A meaningful photograph has the power to move you. To make you feel curious, happy, sympathetic, angry, shocked, uplifted. The Head On Photo Festival started as a small portrait exhibition in 2004 and grew. And grew! The 9th Head On Photo Festival has kicked off, showing stunning photography from Australia and around the world.
Tune in to The Dialogue at 6pm tonight (Wednesday 9 May) when I chat with the Festival’s founder and Director, Moshe Rosenzveig.
Moshe is a photojournalist, commercial photographer, educator and an award winning television producer/director. Photography is his world. We chat about his own experiences covering the conflict in Lebanon, the rise of mobile phone photography and the remarkable artists and exhibitions that enrich our lives with their visual storytelling.
The Head On Photo Festival is now on and runs till 20 May 2018. See the winners and finalists in the Head On Photo Awards for Portrait, Landscape, Mobile and Student categories. There are 180 exhibitions at 100 venues, with 800 exhibiting artists. Plus talks and workshops. Drop in to the Festival Hub at Paddington Town Hall. Check out the full program at https://www.headon.com.au/
Peng Xiangjie’s exhibition “Cosplay” explores the search for acceptance and self expression through the escapism offered by Cosplay Festivals in China. Delmar Gallery 5 – 27 May.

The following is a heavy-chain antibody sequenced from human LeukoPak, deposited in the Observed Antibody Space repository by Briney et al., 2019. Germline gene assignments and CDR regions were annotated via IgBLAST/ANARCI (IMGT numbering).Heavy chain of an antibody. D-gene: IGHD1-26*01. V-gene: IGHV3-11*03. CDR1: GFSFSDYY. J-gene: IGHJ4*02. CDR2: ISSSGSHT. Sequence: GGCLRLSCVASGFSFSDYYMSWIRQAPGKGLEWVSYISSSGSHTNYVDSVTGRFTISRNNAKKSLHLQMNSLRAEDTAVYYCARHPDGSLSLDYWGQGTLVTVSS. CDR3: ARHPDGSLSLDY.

Samantha Everton’s “Indochine” explores the conflicting cultural pressures of East and West in dreamy, colour saturated images. Arthouse Gallery 3 – 19 May.
Nancy Borowick’s “The Family Imprint” is a moving visual diary. In Nancy’s words – Dad called these “his and hers chairs.” He would sit beside Mom, his partner and wife of thirty-four years, as they got their weekly chemotherapy treatments. He had just been diagnosed with pancreatic cancer and she was in treatment for breast cancer for the third time in her life. For him it was new and unknown, and for her it was business as usual, another appointment on her calendar. Festival Hub, Paddington Town Hall. 5 – 20 May.
KABUL, AFGHANISTAN – MARCH 21, 2015: Boys carry toy guns as thousands of Afghans gather during celebrations for Afghan New year which is called Nowruz at a local Shrine in Kartai Sakhi area Kabul, Afghanistan. The new year which welcomes the coming of Spring is also celebrated by people from diverse ethnic backgrounds for thousands of years in Iran, Kurdistan, parts of Turkey and Syria.The Persian calendar begins a new year at the time when the Prophet Mohammad moved from Mecca to Medina in 621 AD.
(Photo by Paula Bronstein/ for the Wall Street Journal)
Festival Hub, Paddington Town Hall. 5 – 20 May.
Winner of the Head On Mobile Prize. “Life in Colour” by Zay Yar Lin. Festival Hub, Paddington Town Hall. 5 – 20 May.
Winner of the Head On Portrait Prize. “Mama” by Irmina Walczak and Savio Freire. Festival Hub, Paddington Town Hall. 5 – 20 May.
Claudia Chan Shaw with Moshe Rosenzveig